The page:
More than 50 years ago, an ecologist, Robert Whittaker, studied the distribution and abundance of plants at high elevations in the Siskiyou Mountains of Oregon. Like many early ecologists, he was interested in what grew where, and what controlled the distribution of plants. Mountains were a convenient natural laboratory because many different natural habitats occurred in close proximity. Whittaker’s field notes were left in an archive at Cornell University, when he died in 1980.
Now, Ellen Damschen and her collaborators have resampled some of Whittaker’s old plots, to see what has changed over the past 50 years. They found declines in species that have northern affinity; these plants simply couldn’t survive in Oregon anymore. And, they found that species normally confined to warm, dry soils had increased. These changes are indicative of the changes in Oregon’s climate during the past few decades.
“The only reason we can model climate change and understand the gravity of what we’re facing, is because there’s archived data.”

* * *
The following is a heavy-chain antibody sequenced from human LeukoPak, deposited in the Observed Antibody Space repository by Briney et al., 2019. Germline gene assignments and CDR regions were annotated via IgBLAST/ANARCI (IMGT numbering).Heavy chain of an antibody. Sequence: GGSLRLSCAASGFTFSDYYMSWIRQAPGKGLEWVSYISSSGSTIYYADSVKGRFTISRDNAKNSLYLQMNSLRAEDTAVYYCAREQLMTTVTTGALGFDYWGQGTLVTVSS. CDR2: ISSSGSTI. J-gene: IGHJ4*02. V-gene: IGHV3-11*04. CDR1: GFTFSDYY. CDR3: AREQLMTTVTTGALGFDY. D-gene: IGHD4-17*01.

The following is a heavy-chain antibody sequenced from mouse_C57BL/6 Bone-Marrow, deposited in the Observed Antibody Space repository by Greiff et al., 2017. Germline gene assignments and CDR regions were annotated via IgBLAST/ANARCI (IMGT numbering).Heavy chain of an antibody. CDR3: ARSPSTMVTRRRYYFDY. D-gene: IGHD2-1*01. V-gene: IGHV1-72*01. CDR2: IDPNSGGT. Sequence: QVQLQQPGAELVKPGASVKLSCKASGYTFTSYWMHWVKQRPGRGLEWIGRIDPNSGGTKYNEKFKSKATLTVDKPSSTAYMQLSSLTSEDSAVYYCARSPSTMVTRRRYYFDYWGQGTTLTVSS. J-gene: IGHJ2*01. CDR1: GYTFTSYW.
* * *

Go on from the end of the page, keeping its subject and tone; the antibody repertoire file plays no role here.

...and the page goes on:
A member of the sampling team, Kerissa Fuccillo, now heads the education program at the Ashokun Center in Olivebridge, New York:
“There’s weather station data that has been meticulously kept for so long. Phenology data – we have records of phenology data, which is looking at the timing of life cycle events in the natural world, dating back 5,000 years. Grape harvest records from 600 years ago in Europe. And we can take a look at that data and then match it to climate data.”
We can expect a warmer, drier climate throughout much of the western U.S., as our climate changes through this century. Even the plants can tell.
Full interview with Kerissa Fuccillo, who heads the education program at the Ashokun Center in Olivebridge, New York…[audio:http://wamcradio.org/EarthWise/wp-content/uploads/2013/02/Fuccillo_edited_web.mp3|titles=Fuccillo_edited_web]
Photo, taken on December 19, 2012, courtesy of Bureau of Land Management (Oregon) via Flickr.
Earth Wise is a production of WAMC Northeast Public Radio. Support for Earth Wise comes from the Cary Institute of Ecosystem Studies in Millbrook, NY, with partial support from the Field Day Foundation.